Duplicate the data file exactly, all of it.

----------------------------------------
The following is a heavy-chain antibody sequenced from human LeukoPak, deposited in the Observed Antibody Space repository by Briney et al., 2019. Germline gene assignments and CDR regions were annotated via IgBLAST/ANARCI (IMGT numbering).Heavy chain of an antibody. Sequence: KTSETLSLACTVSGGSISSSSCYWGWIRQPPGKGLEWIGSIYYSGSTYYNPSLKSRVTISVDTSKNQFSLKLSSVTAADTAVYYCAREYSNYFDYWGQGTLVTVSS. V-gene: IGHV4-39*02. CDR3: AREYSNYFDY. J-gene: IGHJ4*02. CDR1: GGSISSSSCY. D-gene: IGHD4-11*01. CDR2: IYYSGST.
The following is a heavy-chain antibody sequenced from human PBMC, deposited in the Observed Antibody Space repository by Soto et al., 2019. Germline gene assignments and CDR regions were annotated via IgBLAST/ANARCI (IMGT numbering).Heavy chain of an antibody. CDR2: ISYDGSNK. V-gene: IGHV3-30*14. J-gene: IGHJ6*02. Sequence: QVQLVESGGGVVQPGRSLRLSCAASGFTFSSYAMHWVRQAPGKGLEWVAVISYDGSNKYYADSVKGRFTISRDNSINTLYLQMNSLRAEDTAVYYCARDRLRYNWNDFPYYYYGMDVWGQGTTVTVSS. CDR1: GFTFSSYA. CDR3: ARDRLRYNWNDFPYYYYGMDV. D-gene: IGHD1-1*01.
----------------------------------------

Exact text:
The following is a heavy-chain antibody sequenced from human LeukoPak, deposited in the Observed Antibody Space repository by Briney et al., 2019. Germline gene assignments and CDR regions were annotated via IgBLAST/ANARCI (IMGT numbering).Heavy chain of an antibody. Sequence: KTSETLSLACTVSGGSISSSSCYWGWIRQPPGKGLEWIGSIYYSGSTYYNPSLKSRVTISVDTSKNQFSLKLSSVTAADTAVYYCAREYSNYFDYWGQGTLVTVSS. V-gene: IGHV4-39*02. CDR3: AREYSNYFDY. J-gene: IGHJ4*02. CDR1: GGSISSSSCY. D-gene: IGHD4-11*01. CDR2: IYYSGST.
The following is a heavy-chain antibody sequenced from human PBMC, deposited in the Observed Antibody Space repository by Soto et al., 2019. Germline gene assignments and CDR regions were annotated via IgBLAST/ANARCI (IMGT numbering).Heavy chain of an antibody. CDR2: ISYDGSNK. V-gene: IGHV3-30*14. J-gene: IGHJ6*02. Sequence: QVQLVESGGGVVQPGRSLRLSCAASGFTFSSYAMHWVRQAPGKGLEWVAVISYDGSNKYYADSVKGRFTISRDNSINTLYLQMNSLRAEDTAVYYCARDRLRYNWNDFPYYYYGMDVWGQGTTVTVSS. CDR1: GFTFSSYA. CDR3: ARDRLRYNWNDFPYYYYGMDV. D-gene: IGHD1-1*01.